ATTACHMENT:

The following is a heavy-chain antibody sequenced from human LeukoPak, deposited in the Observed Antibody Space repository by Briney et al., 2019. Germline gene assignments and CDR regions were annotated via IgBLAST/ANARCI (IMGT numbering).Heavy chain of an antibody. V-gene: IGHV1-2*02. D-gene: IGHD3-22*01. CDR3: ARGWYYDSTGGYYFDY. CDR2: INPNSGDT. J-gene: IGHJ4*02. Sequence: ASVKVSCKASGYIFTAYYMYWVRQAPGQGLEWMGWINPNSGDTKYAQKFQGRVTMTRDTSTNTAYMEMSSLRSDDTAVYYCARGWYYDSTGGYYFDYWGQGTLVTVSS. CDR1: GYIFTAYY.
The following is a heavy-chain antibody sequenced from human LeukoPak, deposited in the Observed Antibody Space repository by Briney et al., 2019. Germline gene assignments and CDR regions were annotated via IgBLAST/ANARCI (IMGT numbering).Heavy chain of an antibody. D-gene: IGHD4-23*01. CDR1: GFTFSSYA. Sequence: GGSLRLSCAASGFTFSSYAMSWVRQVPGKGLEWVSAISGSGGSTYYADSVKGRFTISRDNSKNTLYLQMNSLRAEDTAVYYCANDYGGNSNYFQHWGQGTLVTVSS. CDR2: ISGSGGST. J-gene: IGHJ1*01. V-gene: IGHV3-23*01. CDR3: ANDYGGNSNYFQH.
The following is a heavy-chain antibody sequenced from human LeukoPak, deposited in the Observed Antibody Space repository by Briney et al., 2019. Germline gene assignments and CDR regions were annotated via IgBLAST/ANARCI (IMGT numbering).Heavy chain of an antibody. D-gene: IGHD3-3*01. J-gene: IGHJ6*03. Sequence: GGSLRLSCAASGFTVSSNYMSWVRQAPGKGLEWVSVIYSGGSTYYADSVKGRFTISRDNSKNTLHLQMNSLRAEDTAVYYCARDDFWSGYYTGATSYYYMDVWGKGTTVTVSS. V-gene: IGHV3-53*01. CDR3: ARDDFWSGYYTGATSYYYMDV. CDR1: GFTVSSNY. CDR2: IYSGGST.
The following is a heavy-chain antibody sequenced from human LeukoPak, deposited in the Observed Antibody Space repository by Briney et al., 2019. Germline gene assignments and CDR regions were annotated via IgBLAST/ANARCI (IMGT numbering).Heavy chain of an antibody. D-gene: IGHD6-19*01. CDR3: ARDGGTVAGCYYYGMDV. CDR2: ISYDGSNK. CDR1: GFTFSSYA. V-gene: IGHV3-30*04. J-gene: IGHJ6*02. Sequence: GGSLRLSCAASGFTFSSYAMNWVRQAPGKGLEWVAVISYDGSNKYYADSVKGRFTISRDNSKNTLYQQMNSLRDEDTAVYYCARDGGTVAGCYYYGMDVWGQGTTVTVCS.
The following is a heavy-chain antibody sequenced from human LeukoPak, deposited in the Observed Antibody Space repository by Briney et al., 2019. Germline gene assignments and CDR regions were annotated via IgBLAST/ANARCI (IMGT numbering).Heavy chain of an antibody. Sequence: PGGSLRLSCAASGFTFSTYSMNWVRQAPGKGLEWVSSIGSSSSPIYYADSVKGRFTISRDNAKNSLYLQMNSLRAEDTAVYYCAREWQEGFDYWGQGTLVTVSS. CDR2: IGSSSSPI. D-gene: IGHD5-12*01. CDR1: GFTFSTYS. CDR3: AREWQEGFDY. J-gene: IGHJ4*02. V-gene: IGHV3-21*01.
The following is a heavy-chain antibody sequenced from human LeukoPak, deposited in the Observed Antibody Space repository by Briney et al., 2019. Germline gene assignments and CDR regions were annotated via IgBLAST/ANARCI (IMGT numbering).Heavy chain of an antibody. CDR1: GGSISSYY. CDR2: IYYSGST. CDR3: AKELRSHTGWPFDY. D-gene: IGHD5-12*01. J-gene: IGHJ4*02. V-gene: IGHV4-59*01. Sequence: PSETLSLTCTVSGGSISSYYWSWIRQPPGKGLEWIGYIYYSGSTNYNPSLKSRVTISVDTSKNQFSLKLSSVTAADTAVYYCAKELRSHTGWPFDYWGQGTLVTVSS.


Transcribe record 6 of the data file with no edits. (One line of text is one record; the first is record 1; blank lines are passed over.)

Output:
The following is a heavy-chain antibody sequenced from human LeukoPak, deposited in the Observed Antibody Space repository by Briney et al., 2019. Germline gene assignments and CDR regions were annotated via IgBLAST/ANARCI (IMGT numbering).Heavy chain of an antibody. CDR1: GGSISSYY. CDR2: IYYSGST. CDR3: AKELRSHTGWPFDY. D-gene: IGHD5-12*01. J-gene: IGHJ4*02. V-gene: IGHV4-59*01. Sequence: PSETLSLTCTVSGGSISSYYWSWIRQPPGKGLEWIGYIYYSGSTNYNPSLKSRVTISVDTSKNQFSLKLSSVTAADTAVYYCAKELRSHTGWPFDYWGQGTLVTVSS.